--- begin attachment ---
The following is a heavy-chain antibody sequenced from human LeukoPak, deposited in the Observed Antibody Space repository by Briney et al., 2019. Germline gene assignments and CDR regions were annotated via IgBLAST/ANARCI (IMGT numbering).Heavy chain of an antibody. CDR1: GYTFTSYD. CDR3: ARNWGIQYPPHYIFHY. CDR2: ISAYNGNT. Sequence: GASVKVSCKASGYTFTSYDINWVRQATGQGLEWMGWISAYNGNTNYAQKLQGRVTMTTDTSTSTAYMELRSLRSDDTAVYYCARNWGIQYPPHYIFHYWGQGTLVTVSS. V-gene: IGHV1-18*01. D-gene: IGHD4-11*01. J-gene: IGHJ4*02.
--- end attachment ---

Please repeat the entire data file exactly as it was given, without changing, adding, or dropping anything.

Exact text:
The following is a heavy-chain antibody sequenced from human LeukoPak, deposited in the Observed Antibody Space repository by Briney et al., 2019. Germline gene assignments and CDR regions were annotated via IgBLAST/ANARCI (IMGT numbering).Heavy chain of an antibody. CDR1: GYTFTSYD. CDR3: ARNWGIQYPPHYIFHY. CDR2: ISAYNGNT. Sequence: GASVKVSCKASGYTFTSYDINWVRQATGQGLEWMGWISAYNGNTNYAQKLQGRVTMTTDTSTSTAYMELRSLRSDDTAVYYCARNWGIQYPPHYIFHYWGQGTLVTVSS. V-gene: IGHV1-18*01. D-gene: IGHD4-11*01. J-gene: IGHJ4*02.